December 31, 2007
I've gained 20 pounds this past year. And I need to do something about that.
So, I've decided to do the South Beach Diet again...starting tomorrow. I did it a few years ago, after my dad was diagnosed with diabetes, more to get healthy than to lose weight.
I'll have to put some of my "plan to cook" recipes--like my search for the perfect macaroni & cheese--on hold while I make healthier dishes. But, that will be a new quest all its own.
As one last act of indulgence, after I ate leftover fettuccine alfredo, I slow baked some potatoes for lunch today. I've been reading about slow roasting vegetables, so I followed Alanna's recipe on A Veggie Venture, which says to roast the spuds at 350 for 3 hours.
The house smelled so good as the potatoes cooked, and I could hear them slightly sizzling & sputtering. I peeked into the oven a few times, and gently poked each potato. The skins were getting really crispy.
When I took the potatoes out of the oven after 3 hours, I was a little skeptical. They felt hard. I wondered if I'd read the recipe wrong and cooked them at too high a temperature. But, those potatoes were so soft and fluffy on the inside, so creamy. I didn't even put butter on them. Instead, I ate them--skins and all--with just a sprinkle of salt.
And now...no potatoes or other starches, no fruit, no sweets for two weeks.
I love her.
Recently, Margaret learned to master the souffle. So, before Christmas I suggested that we cook together...she could teach me to make souffle and I could show her how to cook a live lobster, something I learned at one of Kitchen Conservatory's Novel Cuisine classes.
Our little dinner party evolved into one of extreme, but simple, decadence. As Margaret wrote on her blog:
Here is my menu for an upcoming very small holiday dinner at my place, as demonstration of the principle that quality ingredients prepared simply are the secret to culinary happiness:
Yes, all simple. Nothing to cover up, nothing to obscure. If any of these ingredients were less than fresh or less than fine the meal would suffer horribly (and thus the guests). So, we'll work with live lobster, fresh (even though the inexpensive domestic kind) caviar, good eggs, local cream and milk, fine cheese and chocolate, homemade cookies baked that day, and the freshest salad makings (Kelly is bringing them, and I know she won't go astray). That's it.
Margaret had called the local seafood market to see if they had any caviar; they were getting a shipment that day of Missouri paddlefish caviar (very comparable to the expensive Russian kind!) at $20 an ounce, so she reserved a jar for us. I picked it up with a 1 1/2 pound lobster.
I was pretty nervous about Margaret's suggestion of a "very light salad." I didn't want to disappoint. So, I wandered around Whole Foods until I decided on fresh arugula with tangerines (with the leaves still attached!) and balsamic syrup.
Making the souffle was much easier than I expected. We first boiled the lobster, then I went to town with a kitchen towel, breaking the meat out of the shell. We undercooked it just slightly, as it would finish cooking in the sauce. Next, we made a roux for the souffle, then added some eggs yolks to it. Margaret beat the eggs whites BY HAND, and that got folded into the yolk mixture with some cheese. It was dumped in a prepared dish, which was buttered & parmesaned. Apparently, that's the trick...to give the souffle something to cling to as it rises up the pan.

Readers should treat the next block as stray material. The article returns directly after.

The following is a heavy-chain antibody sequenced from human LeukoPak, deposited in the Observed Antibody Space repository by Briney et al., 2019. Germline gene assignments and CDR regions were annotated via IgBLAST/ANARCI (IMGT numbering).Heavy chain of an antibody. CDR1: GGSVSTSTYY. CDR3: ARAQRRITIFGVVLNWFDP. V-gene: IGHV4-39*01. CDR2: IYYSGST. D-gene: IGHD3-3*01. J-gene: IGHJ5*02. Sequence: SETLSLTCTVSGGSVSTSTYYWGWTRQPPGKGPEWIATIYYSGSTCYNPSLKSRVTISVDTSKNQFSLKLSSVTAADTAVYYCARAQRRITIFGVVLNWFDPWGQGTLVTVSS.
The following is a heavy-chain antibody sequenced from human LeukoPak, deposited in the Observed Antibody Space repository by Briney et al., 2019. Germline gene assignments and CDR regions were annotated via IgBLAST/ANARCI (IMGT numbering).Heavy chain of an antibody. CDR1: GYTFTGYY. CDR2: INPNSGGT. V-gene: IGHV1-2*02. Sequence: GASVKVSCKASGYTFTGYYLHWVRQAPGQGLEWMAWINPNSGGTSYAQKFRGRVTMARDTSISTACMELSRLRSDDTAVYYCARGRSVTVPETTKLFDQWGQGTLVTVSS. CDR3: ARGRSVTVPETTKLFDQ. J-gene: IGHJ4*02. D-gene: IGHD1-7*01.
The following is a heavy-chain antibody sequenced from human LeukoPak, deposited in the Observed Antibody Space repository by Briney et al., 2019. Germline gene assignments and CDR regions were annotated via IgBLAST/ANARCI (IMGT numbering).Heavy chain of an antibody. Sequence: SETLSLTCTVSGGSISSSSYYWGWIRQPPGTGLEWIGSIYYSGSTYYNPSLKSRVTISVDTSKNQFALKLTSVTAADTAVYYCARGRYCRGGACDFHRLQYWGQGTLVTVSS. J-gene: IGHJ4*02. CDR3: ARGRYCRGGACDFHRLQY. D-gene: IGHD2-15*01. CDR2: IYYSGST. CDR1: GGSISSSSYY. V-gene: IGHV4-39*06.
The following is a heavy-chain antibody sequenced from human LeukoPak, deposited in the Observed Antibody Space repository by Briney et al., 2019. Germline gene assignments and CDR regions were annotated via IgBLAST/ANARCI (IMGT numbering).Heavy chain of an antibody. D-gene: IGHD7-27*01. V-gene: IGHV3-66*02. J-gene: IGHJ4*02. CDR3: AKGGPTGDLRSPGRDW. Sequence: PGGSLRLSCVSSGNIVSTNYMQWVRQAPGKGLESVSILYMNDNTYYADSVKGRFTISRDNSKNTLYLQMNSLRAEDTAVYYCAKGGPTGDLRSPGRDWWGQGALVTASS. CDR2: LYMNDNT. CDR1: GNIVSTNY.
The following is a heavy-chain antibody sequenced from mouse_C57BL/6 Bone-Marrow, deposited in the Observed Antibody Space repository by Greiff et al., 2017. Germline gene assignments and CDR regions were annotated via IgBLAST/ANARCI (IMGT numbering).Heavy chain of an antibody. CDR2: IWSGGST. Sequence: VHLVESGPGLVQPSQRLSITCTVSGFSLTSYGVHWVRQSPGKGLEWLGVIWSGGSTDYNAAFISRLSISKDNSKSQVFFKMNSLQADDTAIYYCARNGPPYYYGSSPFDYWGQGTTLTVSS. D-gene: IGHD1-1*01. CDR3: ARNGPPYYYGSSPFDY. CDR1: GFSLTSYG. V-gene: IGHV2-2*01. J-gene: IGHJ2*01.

As the souffle cooked, Margaret made the creamy lobster sauce, which she spooned onto plates and topped with portions of the souffle. The salad was a do-it-yourself kind of thing as everyone got to squeeze tangerine wedges and drizzle balsamic syrup on their arugula.
The entire meal was simply divine. It was some of the most delicious, most satisfying food I've had in a while. The souffle was perfect, the lobster sauce was obscenely rich, and the "real" hot chocolate (dark chocolate melted in heavy cream) was absolutely orgasmic.
I was so full when I left, that I had to unbuckle my belt in the car. No joke.
I started with Martha Stewart's Pumpkin Cookies, because I had two cans of pumpkin puree in my pantry and I had no idea why. Did I plan to make a pumpkin pie for Thanksgiving, then completely forgot about it? I haven't a clue.
Is 34 too young to be going senile?
Nevertheless, December 13th was a cold day (32 degrees!) and in an attempt to avoid grading papers, I began my Christmas baking.
I adapted Martha's recipe slightly, increasing the pumpkin pie spice to one tablespoon and adding a couple teaspoons of gingerbread syrup. The batter tasted just like pumpkin pie filling.
Instead of drizzling the finished cookies with chocolate, like the recipe calls for (I was too lazy to deal with melted chocolate), I sprinkled them with cinnamon & sugar before baking.
They turned out soft & cakey, but not my favorite. Though, I did use them for the cake layer in my Spiced Pear & Caramel Trifle.
Next, I made my Grandma Martin's Chocolate Nut Drops. I've made these in the past, but they never turn out like hers. They were too cakey and dry. After looking through my recipe box, I found Grandma's own typed recipe card. I was using butter instead of shortening and cocoa powder instead of melted chocolate. So, I tried these cookies again.
There was one problem, however. Her recipe is a little vague. It calls for "2 squares of melted chocolate" but doesn't say how much those two squares are or what kind of chocolate. I guessed and chose German chocolate, which wasn't right. As soon as I opened the package, I knew those squares were too small. (I've since learned that I should have used baker's unsweetened chocolate, which comes in individually wrapped 1 ounce squares).